THE COLLEGE HILL INDEPENDENT


A Threatening Isolation

An evolution of attitudes toward bacteria in research and medicine

by Sam Fredericks

Illustration by Ella Rosenblatt

published March 23, 2018


 

Alone in an agar dish, an E. coli bacterium lives just as it would in the bowels of a dog or the Pope. Swaying flagella propel the organism through solute like a ship through ice floes. A few carbon atoms separate sustenance from excrement. A handful of chemical interactions comprise its biography—its family history. Awareness extends no further than the pores of its membrane, so it thrives without concern for consequence. Poison or panacea, it cannot perceive the role it plays in any greater system.

The Western psyche places humanity in a similar isolation. In 1967, Lynn White Jr., a founder and president of the Society of History and Technology claimed that the Judeo-Christian worldview of Europeans and Americans places Westerners apart from nature, and was therefore responsible for the ecological crisis that arose in the 20th century. White points to the creation myth for making a strong distinction between man, formed in God’s image, and the rest of creation, which lacks a soul. According to White, this attitude still pervades modern worldviews that claim to be uninformed by Christianity. Starting with the Industrial Revolution, it has caused Western countries to unforgivingly exploit natural resources and ignore the biological or environmental costs of technological applications. To White, humans see themsleves as an entity separate from the rest of the natural world, not a functioning cog within it.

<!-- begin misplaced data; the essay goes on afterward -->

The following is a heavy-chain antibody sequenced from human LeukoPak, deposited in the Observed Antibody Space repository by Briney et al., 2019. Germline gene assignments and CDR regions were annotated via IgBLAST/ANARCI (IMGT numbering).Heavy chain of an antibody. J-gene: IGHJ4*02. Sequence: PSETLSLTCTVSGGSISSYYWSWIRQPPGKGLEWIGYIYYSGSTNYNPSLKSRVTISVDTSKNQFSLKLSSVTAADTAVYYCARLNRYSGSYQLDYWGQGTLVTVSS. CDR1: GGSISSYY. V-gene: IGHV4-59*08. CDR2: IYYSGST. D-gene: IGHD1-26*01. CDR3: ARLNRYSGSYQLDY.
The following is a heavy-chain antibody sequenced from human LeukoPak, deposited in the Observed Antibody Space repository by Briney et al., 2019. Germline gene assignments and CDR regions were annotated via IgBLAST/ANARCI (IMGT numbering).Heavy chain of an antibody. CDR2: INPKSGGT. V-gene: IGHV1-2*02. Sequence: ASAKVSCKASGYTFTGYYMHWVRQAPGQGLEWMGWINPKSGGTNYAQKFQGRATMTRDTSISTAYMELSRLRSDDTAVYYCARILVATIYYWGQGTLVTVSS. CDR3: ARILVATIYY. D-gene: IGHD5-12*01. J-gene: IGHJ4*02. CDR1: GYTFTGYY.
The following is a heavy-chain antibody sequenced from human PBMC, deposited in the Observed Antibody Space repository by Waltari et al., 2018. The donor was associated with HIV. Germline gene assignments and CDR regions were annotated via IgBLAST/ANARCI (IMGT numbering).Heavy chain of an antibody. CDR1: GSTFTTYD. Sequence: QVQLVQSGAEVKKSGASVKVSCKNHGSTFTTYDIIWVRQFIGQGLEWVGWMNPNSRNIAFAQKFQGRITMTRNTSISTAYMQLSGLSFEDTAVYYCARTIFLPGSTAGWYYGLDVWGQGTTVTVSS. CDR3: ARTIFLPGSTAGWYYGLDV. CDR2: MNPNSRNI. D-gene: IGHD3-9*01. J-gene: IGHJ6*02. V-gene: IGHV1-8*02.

Western scientists tend to regard their practice as objective and distant from religion. However, they would be wrong to claim that the Judeo-Christian conception of human ascendancy has not influenced their discipline. According to modern neuroscience and philosophy of mind, humans have a unique neural complexity that inexplicably gives rise to consciousness and self-awareness. This complexity is exactly what E. coli lacks by virtue of being a single-celled organism, and what dogs (owners hope) possess to some degree. Consciousness is often the basis for determining the value of a life, featuring heavily in moral discussions on abortion, animal cruelty, and maintenance of those in persistent vegetative states. These debates presume that lives with higher degrees of consciousness have more value. By extension, human life should be treated with the utmost respect and care while low-minded organisms, such as bacteria, require little consideration.

This anthropocentrism is evident in the history of bacterial medicine, which has been more a struggle for dominance than an attempt to explore the possibility of symbiosis. In the second half of the twentieth century, doctors worldwide abhorrently misused and over-prescribed antibiotics to patients. As a result, our ingrained response to microorganisms tends toward cruelty—antibiotics disrupt their capsular membranes, unzipping their skin. Their exposed insides quickly perish in the environment they’ve learned to thrive in.